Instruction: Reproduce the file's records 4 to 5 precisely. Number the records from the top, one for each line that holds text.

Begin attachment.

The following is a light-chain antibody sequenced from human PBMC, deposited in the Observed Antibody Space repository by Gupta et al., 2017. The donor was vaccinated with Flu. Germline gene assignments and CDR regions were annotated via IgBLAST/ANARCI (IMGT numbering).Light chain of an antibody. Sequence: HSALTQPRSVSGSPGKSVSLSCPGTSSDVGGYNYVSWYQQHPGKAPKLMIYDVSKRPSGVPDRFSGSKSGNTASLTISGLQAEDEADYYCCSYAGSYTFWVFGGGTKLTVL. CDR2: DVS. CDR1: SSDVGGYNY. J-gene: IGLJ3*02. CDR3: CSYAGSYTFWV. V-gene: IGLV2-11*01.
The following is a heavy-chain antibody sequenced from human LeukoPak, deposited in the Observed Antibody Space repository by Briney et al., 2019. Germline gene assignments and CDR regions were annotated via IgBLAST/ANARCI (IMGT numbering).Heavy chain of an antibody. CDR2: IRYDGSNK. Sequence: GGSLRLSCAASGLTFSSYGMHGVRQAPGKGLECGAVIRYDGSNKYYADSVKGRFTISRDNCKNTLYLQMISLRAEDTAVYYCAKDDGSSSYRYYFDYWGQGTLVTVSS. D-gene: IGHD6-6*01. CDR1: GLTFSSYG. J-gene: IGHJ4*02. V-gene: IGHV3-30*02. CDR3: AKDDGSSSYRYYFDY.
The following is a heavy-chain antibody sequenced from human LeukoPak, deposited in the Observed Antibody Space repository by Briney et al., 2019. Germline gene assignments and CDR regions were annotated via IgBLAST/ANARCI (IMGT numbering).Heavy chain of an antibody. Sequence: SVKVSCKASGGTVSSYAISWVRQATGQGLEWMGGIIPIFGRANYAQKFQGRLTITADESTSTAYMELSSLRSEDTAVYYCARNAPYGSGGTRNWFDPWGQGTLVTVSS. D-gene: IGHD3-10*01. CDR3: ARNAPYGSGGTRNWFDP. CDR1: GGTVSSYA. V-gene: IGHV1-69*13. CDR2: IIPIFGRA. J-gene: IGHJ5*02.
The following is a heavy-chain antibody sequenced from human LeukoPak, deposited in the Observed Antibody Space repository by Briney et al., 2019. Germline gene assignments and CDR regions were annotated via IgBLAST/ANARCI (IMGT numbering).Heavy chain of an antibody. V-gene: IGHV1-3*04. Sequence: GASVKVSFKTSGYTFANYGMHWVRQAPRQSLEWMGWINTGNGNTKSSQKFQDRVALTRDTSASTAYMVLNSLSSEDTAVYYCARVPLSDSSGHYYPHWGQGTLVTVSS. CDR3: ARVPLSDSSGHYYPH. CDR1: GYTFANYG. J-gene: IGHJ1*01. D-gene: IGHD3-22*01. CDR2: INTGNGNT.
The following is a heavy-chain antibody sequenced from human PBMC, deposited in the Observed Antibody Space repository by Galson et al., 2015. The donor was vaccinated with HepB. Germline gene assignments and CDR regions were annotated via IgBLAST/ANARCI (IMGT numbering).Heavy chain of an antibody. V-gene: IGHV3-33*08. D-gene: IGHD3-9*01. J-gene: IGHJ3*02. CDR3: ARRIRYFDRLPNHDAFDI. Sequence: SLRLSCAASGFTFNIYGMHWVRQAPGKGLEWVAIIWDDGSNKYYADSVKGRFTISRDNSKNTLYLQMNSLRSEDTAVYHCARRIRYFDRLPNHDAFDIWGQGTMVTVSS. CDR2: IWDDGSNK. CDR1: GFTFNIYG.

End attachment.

The following is a heavy-chain antibody sequenced from human LeukoPak, deposited in the Observed Antibody Space repository by Briney et al., 2019. Germline gene assignments and CDR regions were annotated via IgBLAST/ANARCI (IMGT numbering).Heavy chain of an antibody. V-gene: IGHV1-3*04. Sequence: GASVKVSFKTSGYTFANYGMHWVRQAPRQSLEWMGWINTGNGNTKSSQKFQDRVALTRDTSASTAYMVLNSLSSEDTAVYYCARVPLSDSSGHYYPHWGQGTLVTVSS. CDR3: ARVPLSDSSGHYYPH. CDR1: GYTFANYG. J-gene: IGHJ1*01. D-gene: IGHD3-22*01. CDR2: INTGNGNT.
The following is a heavy-chain antibody sequenced from human PBMC, deposited in the Observed Antibody Space repository by Galson et al., 2015. The donor was vaccinated with HepB. Germline gene assignments and CDR regions were annotated via IgBLAST/ANARCI (IMGT numbering).Heavy chain of an antibody. V-gene: IGHV3-33*08. D-gene: IGHD3-9*01. J-gene: IGHJ3*02. CDR3: ARRIRYFDRLPNHDAFDI. Sequence: SLRLSCAASGFTFNIYGMHWVRQAPGKGLEWVAIIWDDGSNKYYADSVKGRFTISRDNSKNTLYLQMNSLRSEDTAVYHCARRIRYFDRLPNHDAFDIWGQGTMVTVSS. CDR2: IWDDGSNK. CDR1: GFTFNIYG.